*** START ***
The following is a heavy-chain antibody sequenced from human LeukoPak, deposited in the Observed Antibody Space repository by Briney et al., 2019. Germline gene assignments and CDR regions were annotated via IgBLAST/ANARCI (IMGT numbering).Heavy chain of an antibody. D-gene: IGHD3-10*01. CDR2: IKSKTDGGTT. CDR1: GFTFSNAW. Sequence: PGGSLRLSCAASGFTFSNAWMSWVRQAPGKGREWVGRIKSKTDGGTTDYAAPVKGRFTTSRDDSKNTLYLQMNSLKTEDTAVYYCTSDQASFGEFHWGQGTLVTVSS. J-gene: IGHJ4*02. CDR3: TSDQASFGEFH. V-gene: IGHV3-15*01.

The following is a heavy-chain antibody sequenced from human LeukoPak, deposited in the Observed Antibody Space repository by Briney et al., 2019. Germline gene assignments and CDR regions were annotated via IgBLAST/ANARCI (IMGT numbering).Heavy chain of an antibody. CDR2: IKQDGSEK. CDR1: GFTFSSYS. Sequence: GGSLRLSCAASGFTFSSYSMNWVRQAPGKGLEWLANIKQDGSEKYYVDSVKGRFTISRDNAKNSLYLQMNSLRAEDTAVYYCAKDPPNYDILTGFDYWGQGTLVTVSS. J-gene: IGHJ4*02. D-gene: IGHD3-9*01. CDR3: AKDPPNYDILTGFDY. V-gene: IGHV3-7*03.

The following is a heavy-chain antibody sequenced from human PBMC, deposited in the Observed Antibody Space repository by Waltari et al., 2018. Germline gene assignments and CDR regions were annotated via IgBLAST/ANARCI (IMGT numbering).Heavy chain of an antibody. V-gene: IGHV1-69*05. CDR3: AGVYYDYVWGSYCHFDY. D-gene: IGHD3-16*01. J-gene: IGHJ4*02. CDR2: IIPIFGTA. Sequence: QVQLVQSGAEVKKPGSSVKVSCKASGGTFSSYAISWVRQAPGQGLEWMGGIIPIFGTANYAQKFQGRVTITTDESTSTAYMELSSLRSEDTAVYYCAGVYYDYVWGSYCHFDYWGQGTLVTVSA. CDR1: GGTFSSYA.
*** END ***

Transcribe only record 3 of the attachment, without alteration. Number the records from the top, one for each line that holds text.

The following is a heavy-chain antibody sequenced from human PBMC, deposited in the Observed Antibody Space repository by Waltari et al., 2018. Germline gene assignments and CDR regions were annotated via IgBLAST/ANARCI (IMGT numbering).Heavy chain of an antibody. V-gene: IGHV1-69*05. CDR3: AGVYYDYVWGSYCHFDY. D-gene: IGHD3-16*01. J-gene: IGHJ4*02. CDR2: IIPIFGTA. Sequence: QVQLVQSGAEVKKPGSSVKVSCKASGGTFSSYAISWVRQAPGQGLEWMGGIIPIFGTANYAQKFQGRVTITTDESTSTAYMELSSLRSEDTAVYYCAGVYYDYVWGSYCHFDYWGQGTLVTVSA. CDR1: GGTFSSYA.